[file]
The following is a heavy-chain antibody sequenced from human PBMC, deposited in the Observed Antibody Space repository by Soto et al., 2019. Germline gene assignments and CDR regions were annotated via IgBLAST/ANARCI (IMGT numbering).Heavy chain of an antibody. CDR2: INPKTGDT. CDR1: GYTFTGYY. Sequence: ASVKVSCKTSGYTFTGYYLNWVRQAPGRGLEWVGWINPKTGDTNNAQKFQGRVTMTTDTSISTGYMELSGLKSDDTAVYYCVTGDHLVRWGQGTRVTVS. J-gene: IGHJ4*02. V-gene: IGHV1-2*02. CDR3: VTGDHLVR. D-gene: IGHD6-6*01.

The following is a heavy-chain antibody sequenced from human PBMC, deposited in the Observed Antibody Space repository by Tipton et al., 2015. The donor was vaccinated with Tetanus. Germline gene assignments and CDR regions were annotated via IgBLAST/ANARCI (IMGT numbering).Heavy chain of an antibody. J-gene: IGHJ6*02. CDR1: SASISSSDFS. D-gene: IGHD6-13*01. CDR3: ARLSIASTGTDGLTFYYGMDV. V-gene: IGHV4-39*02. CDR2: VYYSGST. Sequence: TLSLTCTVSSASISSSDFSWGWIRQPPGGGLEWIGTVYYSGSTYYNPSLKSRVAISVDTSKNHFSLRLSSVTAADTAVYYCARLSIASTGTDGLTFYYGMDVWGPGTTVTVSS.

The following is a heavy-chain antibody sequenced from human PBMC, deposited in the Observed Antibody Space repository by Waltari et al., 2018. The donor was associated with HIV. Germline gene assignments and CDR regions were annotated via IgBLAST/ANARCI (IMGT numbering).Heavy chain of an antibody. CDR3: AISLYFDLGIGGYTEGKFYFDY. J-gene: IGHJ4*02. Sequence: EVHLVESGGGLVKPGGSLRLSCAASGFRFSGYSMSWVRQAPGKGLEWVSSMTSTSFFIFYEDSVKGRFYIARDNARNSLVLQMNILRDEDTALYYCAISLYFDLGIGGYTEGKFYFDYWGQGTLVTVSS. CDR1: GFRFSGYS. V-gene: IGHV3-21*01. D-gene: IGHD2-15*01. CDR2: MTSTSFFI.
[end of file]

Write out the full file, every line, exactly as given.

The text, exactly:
The following is a heavy-chain antibody sequenced from human PBMC, deposited in the Observed Antibody Space repository by Soto et al., 2019. Germline gene assignments and CDR regions were annotated via IgBLAST/ANARCI (IMGT numbering).Heavy chain of an antibody. CDR2: INPKTGDT. CDR1: GYTFTGYY. Sequence: ASVKVSCKTSGYTFTGYYLNWVRQAPGRGLEWVGWINPKTGDTNNAQKFQGRVTMTTDTSISTGYMELSGLKSDDTAVYYCVTGDHLVRWGQGTRVTVS. J-gene: IGHJ4*02. V-gene: IGHV1-2*02. CDR3: VTGDHLVR. D-gene: IGHD6-6*01.

The following is a heavy-chain antibody sequenced from human PBMC, deposited in the Observed Antibody Space repository by Tipton et al., 2015. The donor was vaccinated with Tetanus. Germline gene assignments and CDR regions were annotated via IgBLAST/ANARCI (IMGT numbering).Heavy chain of an antibody. J-gene: IGHJ6*02. CDR1: SASISSSDFS. D-gene: IGHD6-13*01. CDR3: ARLSIASTGTDGLTFYYGMDV. V-gene: IGHV4-39*02. CDR2: VYYSGST. Sequence: TLSLTCTVSSASISSSDFSWGWIRQPPGGGLEWIGTVYYSGSTYYNPSLKSRVAISVDTSKNHFSLRLSSVTAADTAVYYCARLSIASTGTDGLTFYYGMDVWGPGTTVTVSS.

The following is a heavy-chain antibody sequenced from human PBMC, deposited in the Observed Antibody Space repository by Waltari et al., 2018. The donor was associated with HIV. Germline gene assignments and CDR regions were annotated via IgBLAST/ANARCI (IMGT numbering).Heavy chain of an antibody. CDR3: AISLYFDLGIGGYTEGKFYFDY. J-gene: IGHJ4*02. Sequence: EVHLVESGGGLVKPGGSLRLSCAASGFRFSGYSMSWVRQAPGKGLEWVSSMTSTSFFIFYEDSVKGRFYIARDNARNSLVLQMNILRDEDTALYYCAISLYFDLGIGGYTEGKFYFDYWGQGTLVTVSS. CDR1: GFRFSGYS. V-gene: IGHV3-21*01. D-gene: IGHD2-15*01. CDR2: MTSTSFFI.